The De-valued Professional Project Manager

I have seen a very upsetting trend in the United States over the last three years – organizations have stopped valuing experienced, professional Project Managers.  Don’t tell me you haven’t seen it – companies put out a call for a position such as a business analyst, developer or technical specialist, and when you read the competencies for the job, it has project management all though it.  So, do they really want a business analyst, or have they asked for a business analyst with a PMP because they don’t want to pay for a professional project manager? In how many of these situations do they really need a professional Project Manager because the project is complex or mission critical?

I will admit that even I have questioned certifications in our industry, such as the Project Management Professional (PMP).  What does it really mean today? And does it help to filter out people who don’t have real and deep experience in project management?  I have met more non-experienced PMs with a PMP certification in the last 2 years than ever before.  I wonder – has PMI sold out? Are they no longer enforcing the experience requirements for obtaining the PMP?  Can anyone earn a PMP?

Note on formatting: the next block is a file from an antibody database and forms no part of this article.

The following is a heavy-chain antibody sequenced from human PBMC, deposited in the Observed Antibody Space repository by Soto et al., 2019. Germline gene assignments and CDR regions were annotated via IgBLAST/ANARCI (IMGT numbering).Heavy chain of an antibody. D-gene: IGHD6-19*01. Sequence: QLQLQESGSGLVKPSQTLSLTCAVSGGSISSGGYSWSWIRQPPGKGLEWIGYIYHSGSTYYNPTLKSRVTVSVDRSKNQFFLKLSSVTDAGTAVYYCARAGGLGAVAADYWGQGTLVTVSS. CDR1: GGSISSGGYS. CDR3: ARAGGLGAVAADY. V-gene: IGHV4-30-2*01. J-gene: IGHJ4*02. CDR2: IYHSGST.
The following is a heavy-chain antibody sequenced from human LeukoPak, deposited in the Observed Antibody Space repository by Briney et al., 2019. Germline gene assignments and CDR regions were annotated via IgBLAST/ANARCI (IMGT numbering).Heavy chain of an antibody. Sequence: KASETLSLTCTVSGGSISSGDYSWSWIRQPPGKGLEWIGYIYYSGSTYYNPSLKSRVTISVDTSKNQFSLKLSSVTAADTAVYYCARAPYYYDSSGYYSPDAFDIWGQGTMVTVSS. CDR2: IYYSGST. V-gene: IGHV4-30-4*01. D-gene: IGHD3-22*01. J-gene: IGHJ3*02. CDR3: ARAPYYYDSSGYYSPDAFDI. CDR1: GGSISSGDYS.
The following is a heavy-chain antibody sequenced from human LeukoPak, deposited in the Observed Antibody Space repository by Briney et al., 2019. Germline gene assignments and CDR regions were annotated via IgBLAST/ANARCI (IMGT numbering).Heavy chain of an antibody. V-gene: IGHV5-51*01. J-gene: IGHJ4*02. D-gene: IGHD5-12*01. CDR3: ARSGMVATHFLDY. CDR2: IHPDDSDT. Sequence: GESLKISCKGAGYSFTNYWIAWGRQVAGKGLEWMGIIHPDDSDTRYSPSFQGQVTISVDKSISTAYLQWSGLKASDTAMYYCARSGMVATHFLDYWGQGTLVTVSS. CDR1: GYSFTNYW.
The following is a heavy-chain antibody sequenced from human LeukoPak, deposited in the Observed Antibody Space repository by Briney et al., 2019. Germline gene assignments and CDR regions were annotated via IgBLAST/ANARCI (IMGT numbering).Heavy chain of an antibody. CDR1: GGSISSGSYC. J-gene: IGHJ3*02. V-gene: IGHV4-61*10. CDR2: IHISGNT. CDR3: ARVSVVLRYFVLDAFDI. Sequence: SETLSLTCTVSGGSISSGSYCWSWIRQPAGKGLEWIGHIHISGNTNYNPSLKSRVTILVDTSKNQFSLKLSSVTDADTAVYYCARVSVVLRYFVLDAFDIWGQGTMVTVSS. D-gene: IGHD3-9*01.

So, as more and more companies post job openings where they want project management as one skill among many, will the project management profession become obsolete? The biggest problem with this trend is the de-valuing of thousands of professional project managers who have years of experience managing projects and applying project management principles to complex projects.  I am not saying every project manager has to be a certified or professional – not all projects are the same or require full time project management.  But many of the new projects we are seeing, which were delayed due to the recession, are strategic, with high visibility and should require a professional project manager.

If you have devoted your career to being a professional PM, like I have, you are frustrated watching companies put individuals into project manager positions who do not have the experience nor the skills to do the job.  And why does our profession end up as a just a skill on another job position?  Would a company do this with any other professional, certified position? For example, would they hire a telecommunications engineer and require that they have a CPA?  Probably not, even though the engineer might need to know accounting. To do so would de-value the career associated with the CPA. By the same token, the skills set of a Project Management Professional (PMP) is not the same as someone who just needs to understand project management as a part of their job.

Well, now I will step down from my soap box!  But really, this is a main concern of mine for 2012.  In this cost-cutting, post recession environment, how many of my PMP peers are seeing this disturbing trend as companies try to “do more with fewer people?”

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